Michael Cera, he of the turtle face and pipe-cleaner arms, has cornered the market on screen nerdism to the point you would think there was nothing left for him to mine from the indignations of the socially awkward. Turns out, given material deep enough, there is. He’s found that material in Kenneth Lonergan’s This Is Our Youth, and under Anna D. Shapiro’s superlative direction uses it to fuel an unforgettable performance, the more so for marking his New York stage debut. As the overliteral, quasi-Asperger’s lost-soul 19-year-old Warren Straub — Cera is 26 but passes just fine — he digs so far into the character’s drugged-out disappointment you see only the shadows of it rippling the surface. Surprisingly that’s enough; he’s a triumph.
The rest of the production — which also stars Kieran Culkin and Tavi Gevinson — does not quite live up to that level, but then the play’s level is a hard one to calibrate. For that reason, bringing This Is Our Youth to Broadway was not an obvious move; despite its apparently sociological title and its drug-dealing milieu, it’s actually very intimate and quiet. With just the three characters and one grotty set, it’s at best a Petite Guignol, with all the blood offstage. Indeed, within the (slightly bloated) two-and-a-half-hour running time you can still sense the late-’90s Off Broadway modesty of its scope and, behind that, its origins as a 1993 one-act called Betrayed by Everyone. It’s about little people learning to accept that little is all they’re likely to be. And even though the characters’ betrayers, per the original title, include figures as consequential as their loathed president (Reagan — the play is set in 1982), the scale of their awakening is strictly local. Their monsters are needy girlfriends and materialistic fathers. Were it not for a terrific scenic design by Todd Rosenthal, in which a small studio apartment is dominated by the photorealistic back walls of a block of Upper West Side white-bricks, the story might have been swamped, even at the smallish Cort.
Instead, it rises to the space. The writing is astonishingly fine. Lonergan was part of the generation he was describing; he, too, was 19 in 1982; you feel he has directly observed and transcribed these characters and their milieu of wasted privilege. There’s something uncannily accurate about the way Warren hero-worships the charismatic but possibly sociopathic petty drug dealer Dennis Ziegler (Culkin) and crushes on Jessica Goldman (Gevinson), a nervous, defensive girl whose defenses exacerbate rather than ameliorate her nerves. And though not much happens (hardly a surprise in a play about anomie) the result is that the details of the interactions loom proportionately larger. A lot of stage time is taken up watching Dennis destabilize Warren with his fast-and-loose dealings as well as his passive-aggressive you’re-a-moron-pal poses, but somehow you come to care quite deeply whether Warren will ever rescue himself from this cycle of disregard. Likewise, Warren’s painfully sincere and hilariously inept attempts to court Jessica make the fate of their misbegotten romance seem earth-shaking.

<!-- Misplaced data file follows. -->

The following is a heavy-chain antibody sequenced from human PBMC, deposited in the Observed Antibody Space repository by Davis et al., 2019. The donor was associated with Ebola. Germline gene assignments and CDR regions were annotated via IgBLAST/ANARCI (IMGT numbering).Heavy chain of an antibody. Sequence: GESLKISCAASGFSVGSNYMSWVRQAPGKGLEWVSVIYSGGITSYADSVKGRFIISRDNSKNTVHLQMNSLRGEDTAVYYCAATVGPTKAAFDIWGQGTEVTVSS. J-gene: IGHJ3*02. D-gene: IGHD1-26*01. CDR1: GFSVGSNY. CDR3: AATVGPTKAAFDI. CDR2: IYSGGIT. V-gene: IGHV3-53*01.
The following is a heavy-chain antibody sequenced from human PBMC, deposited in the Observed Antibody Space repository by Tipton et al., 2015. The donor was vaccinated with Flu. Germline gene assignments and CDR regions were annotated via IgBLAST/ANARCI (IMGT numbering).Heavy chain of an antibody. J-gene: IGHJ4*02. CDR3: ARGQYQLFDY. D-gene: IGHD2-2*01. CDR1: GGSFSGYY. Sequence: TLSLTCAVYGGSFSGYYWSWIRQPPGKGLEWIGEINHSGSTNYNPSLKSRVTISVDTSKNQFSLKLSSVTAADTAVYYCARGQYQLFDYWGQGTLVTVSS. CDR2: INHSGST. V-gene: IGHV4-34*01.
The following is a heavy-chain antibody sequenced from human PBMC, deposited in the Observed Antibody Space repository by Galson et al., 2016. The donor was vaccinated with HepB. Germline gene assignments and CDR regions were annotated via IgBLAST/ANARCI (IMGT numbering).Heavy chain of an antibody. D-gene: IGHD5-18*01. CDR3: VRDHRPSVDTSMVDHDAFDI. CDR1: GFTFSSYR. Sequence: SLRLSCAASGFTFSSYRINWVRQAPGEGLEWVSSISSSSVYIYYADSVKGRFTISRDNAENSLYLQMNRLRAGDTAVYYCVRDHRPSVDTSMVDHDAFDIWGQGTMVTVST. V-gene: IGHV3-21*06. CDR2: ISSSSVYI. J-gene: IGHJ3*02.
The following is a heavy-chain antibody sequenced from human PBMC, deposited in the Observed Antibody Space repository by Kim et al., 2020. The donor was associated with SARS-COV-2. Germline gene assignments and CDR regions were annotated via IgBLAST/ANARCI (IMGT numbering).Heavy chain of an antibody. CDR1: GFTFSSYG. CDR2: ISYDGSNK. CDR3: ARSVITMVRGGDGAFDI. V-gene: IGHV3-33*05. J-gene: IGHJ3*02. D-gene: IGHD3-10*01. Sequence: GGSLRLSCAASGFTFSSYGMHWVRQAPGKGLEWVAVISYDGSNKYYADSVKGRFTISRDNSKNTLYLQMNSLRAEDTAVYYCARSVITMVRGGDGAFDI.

It’s earth-shaking to them, of course, as perhaps it would be to any teenager. Gevinson, who actually is 18, may not have stage chops but she nails that quality: She makes the stakes for Jessica (whatever they are — it’s hard to say) desperately high and never lets up. A little more variety in her performance, especially vocally, would not have been amiss; it takes a while to understand what Warren sees in her, aside from her wide-eyed prettiness. (She’s dressed in perfect period fashion by Ann Roth.) Culkin, too, has yet to inhabit the full size of his character: the size required to encompass both his bonhomie and what Lonergan describes as his “dark cult god of high school” magnetism. Also, at 31, Culkin is pushing the part’s sell-by date; with his red-lidded seediness, he looks like the mill has already spit him out. Still, both actors succeed, not only because they play all their scenes with Cera but because Shapiro’s direction is so sure-footed. Every beat and emotional crosscurrent is tangible; the jokes land and the sorrows shudder; and the pacing, except toward the end, when Lonergan works too hard to tie up loose ends and make parting announcements, is as fleet as that of the best comedies. Which is what you want in a play that, for all its belly laughs, is basically a punch in the gut.
In any case, what finally makes This Is Our Youth worth staging on Broadway, with all the production values a first-class mounting can provide, is not any moral or message it might offer. It’s the theatricality of its mechanisms that matters. We do not need a lesson about the bankruptcy of Reaganism or the perpetual cycle by which young people come to understand how much of the world is built on lies. It’s enough to see those ideas enacted, as we do, for instance, when Dennis excuses his constant bullying by telling Warren: “We all talk that way, it doesn’t mean anything.” We know that’s untrue in life as on the stage; we’ve seen how much it means. We’ve also seen that Warren never bullies Dennis. He may miss social cues, he may fail to keep up with his hero’s hyper-speed montage of idle thoughts and emotions, but he’s strictly honest within his limitations:
WARREN: What are you crying about?
DENNIS: What do you think I’m crying about?
WARREN: I assume you feel bad about something you think has happened to you.
It’s a laugh line but not glib. What This Is Our Youth dramatizes so tenderly is the way, for some people, a world of disaffection may not quite render affection impossible.
This Is Our Youth is at the Cort Theatre through January 4.